The tendency of the hysterics to blame hot weather on climate change, and then remembering that it’s only weather when it gets cold outside, is a bit funny.
What’s happening in Russia, Pakistan and China is not.
Russia has had record temperatures for a couple of weeks, and the death rate in Moscow doubled. (Many of those who perished had gone for an extended dip in the river after a bit too much vodka.) Meanwhile, there has been extensive flooding and loss of life in Pakistan and China.
The more restrained analysts say, and possibly correctly, that this could serve as a preview of what global warming has in store for us. More intense heat waves and precipitation that falls more intensely than previously. It may end up that way–although there’s a lot of uncertainty about where, when and how much.
And when they speak rationally we should pay attention–lot of smart people over there.
But then there are the hysterics (some of them are smart, too, at least part of the time). They’re running around the internets saying that global warming has ‘arrived’ early. It hasn’t.
As Roger Pielke points out, unusual weather events are not unusual, in the sense that it’s a big enough world that someplace will have a freak weather instance every couple of years or so. And certainly a two-week heatwave in Moscow (like the similar spell in France a few years back) does not compare with the decade of drought and desertification that affliced the U.S. Southwest in the Thirties, or parts of Africa more recently.
It’s just weather.
What frosts me a little is when the hysterics start talking about the increased loss of life and destruction of property and agricultural land due to these ‘global warming inspired’ occurrences.
First, loss of life due to weather has dropped 98% over the past century, due to better forecasting and the increased ability of people to get out of harm’s way. Second, floods and heat waves in particular used to be far more devastating. In 1887, flooding along China’s Yellow River killed over two million people.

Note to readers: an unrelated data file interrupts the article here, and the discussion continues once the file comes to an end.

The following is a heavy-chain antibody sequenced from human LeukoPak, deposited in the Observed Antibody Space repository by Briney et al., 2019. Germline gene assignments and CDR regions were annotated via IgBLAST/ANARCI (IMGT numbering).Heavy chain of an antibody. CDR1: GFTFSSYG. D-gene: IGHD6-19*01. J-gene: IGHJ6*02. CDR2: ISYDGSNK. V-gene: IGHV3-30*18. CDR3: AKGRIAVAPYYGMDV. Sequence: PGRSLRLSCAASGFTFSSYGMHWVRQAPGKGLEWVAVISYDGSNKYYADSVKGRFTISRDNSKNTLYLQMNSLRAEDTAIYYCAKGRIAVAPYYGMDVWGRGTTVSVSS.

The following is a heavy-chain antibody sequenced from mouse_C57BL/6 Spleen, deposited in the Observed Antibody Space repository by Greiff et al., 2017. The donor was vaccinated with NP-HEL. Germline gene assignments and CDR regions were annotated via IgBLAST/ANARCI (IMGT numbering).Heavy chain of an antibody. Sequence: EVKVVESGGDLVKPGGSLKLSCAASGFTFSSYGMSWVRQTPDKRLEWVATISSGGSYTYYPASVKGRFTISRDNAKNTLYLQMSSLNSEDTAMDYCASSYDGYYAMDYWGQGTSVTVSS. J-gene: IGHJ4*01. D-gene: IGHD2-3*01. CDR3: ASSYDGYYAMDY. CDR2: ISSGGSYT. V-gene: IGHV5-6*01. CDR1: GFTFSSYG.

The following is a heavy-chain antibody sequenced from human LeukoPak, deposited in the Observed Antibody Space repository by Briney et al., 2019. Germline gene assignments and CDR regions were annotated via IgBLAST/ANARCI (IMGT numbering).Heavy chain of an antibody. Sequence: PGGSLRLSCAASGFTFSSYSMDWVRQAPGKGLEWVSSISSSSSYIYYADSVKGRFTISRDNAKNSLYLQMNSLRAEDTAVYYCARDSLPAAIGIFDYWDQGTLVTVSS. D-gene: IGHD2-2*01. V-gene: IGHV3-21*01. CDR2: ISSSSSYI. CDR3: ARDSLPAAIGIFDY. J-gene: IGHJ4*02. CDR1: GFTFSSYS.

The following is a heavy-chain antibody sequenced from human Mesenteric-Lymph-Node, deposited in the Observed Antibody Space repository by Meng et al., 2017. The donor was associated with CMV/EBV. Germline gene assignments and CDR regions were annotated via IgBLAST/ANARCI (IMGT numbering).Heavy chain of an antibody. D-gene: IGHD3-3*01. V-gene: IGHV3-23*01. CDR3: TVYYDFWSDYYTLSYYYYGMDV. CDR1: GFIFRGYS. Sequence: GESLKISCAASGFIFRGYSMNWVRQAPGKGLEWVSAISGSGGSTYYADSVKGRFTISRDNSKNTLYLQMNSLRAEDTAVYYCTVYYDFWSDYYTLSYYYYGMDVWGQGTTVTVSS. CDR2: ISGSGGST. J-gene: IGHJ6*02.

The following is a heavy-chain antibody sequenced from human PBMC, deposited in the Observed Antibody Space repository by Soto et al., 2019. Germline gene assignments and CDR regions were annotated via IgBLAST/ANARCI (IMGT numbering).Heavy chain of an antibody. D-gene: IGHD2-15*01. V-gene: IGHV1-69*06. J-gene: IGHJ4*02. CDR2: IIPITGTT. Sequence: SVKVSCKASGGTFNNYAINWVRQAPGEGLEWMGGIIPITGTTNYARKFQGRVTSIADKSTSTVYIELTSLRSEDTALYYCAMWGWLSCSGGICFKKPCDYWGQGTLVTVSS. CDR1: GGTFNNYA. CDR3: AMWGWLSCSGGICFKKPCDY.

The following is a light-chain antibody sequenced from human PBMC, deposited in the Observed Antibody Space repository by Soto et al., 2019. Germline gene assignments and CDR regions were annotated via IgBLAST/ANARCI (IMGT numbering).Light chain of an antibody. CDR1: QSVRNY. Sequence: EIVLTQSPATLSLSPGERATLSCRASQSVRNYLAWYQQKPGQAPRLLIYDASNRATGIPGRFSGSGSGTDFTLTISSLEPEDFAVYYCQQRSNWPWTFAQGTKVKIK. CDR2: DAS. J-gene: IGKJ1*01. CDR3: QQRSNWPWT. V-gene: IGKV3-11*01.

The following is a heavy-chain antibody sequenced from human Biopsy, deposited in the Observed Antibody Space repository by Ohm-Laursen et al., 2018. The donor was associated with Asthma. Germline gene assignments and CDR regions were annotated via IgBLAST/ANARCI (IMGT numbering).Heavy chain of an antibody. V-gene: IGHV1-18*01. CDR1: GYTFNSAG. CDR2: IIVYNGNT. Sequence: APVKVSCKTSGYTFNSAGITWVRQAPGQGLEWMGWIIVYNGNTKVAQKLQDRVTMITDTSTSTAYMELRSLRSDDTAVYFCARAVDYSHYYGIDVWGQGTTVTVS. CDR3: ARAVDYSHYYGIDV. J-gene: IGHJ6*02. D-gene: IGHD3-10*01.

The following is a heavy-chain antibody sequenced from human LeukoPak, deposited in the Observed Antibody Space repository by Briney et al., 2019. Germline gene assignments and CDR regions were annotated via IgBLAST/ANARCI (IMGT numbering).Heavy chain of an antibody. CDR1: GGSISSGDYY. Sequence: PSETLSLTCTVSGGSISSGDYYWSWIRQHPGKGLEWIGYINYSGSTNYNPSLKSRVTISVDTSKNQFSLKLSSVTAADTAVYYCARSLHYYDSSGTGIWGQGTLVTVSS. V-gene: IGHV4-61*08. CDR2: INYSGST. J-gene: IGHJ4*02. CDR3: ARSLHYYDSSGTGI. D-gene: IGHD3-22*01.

Third, a lot of the problem faced in all three countries is due to internal immigration. The Moscow metropolitan area has grown rapidly due to the same developmental forces that affect all developing nations. The population of Pakistan has grown from 33 million in 1950 to 173 million today. And it’s nicer to live in the valleys than the mountains. And it’s nicer to live along a river so you don’t have to walk for miles to get the daily water. Population increase and internal migration are a big factor in China as well.
The temperature in Moscow averaged 1.4 degrees C over the summer normal temperature. This is not exactly earth-shattering news. Human mismanagement let some forest fires and peat fires get out of control, so the heat was accompanied by ever-present smoke.
But to hear the hysterics talk, it’s Thermageddon. My reply to them is, after the valium kicks in, can we get back to discussing serious issues?